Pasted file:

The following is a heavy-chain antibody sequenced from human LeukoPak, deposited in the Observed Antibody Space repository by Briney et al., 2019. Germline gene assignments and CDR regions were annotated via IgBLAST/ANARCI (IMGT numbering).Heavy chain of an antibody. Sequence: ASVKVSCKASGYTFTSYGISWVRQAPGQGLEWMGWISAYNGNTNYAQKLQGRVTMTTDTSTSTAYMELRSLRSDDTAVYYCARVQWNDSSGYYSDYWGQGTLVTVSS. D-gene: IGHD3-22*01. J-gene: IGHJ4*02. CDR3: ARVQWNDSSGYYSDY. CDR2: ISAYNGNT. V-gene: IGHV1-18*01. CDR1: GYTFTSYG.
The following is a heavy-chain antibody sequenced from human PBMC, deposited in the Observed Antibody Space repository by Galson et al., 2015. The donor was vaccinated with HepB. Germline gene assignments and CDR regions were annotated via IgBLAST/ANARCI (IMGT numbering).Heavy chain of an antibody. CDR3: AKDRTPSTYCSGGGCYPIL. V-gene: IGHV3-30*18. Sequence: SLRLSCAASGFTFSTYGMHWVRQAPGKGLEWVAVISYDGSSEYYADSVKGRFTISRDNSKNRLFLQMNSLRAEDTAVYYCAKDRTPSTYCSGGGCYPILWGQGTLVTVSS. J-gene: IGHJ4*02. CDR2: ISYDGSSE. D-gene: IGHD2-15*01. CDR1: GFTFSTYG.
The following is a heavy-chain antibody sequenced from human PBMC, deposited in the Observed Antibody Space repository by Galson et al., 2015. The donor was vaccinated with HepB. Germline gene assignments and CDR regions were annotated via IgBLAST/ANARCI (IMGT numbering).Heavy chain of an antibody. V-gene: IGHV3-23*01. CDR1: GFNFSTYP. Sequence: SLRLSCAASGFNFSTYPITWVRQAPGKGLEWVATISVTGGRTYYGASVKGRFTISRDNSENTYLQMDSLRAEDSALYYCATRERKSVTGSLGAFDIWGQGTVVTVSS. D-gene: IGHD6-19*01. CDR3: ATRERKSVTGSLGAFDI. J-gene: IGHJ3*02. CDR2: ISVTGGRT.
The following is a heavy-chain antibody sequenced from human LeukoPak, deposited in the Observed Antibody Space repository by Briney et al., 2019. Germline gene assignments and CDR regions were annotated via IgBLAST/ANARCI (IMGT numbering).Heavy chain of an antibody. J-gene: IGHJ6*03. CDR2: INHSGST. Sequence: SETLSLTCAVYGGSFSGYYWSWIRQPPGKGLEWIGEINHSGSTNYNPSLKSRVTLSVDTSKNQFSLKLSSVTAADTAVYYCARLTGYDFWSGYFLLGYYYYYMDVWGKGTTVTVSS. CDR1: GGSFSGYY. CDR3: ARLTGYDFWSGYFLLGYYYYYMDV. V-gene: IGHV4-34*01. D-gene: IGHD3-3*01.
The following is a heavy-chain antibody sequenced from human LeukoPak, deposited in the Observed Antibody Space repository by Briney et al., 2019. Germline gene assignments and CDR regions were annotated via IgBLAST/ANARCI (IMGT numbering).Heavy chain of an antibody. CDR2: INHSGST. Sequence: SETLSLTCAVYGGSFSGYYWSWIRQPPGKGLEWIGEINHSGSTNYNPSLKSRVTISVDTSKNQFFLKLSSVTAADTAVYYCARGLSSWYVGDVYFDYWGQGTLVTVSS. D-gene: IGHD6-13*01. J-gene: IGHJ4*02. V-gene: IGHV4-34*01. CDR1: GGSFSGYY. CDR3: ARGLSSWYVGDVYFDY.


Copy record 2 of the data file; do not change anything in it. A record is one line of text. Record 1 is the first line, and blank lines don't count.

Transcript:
The following is a heavy-chain antibody sequenced from human PBMC, deposited in the Observed Antibody Space repository by Galson et al., 2015. The donor was vaccinated with HepB. Germline gene assignments and CDR regions were annotated via IgBLAST/ANARCI (IMGT numbering).Heavy chain of an antibody. CDR3: AKDRTPSTYCSGGGCYPIL. V-gene: IGHV3-30*18. Sequence: SLRLSCAASGFTFSTYGMHWVRQAPGKGLEWVAVISYDGSSEYYADSVKGRFTISRDNSKNRLFLQMNSLRAEDTAVYYCAKDRTPSTYCSGGGCYPILWGQGTLVTVSS. J-gene: IGHJ4*02. CDR2: ISYDGSSE. D-gene: IGHD2-15*01. CDR1: GFTFSTYG.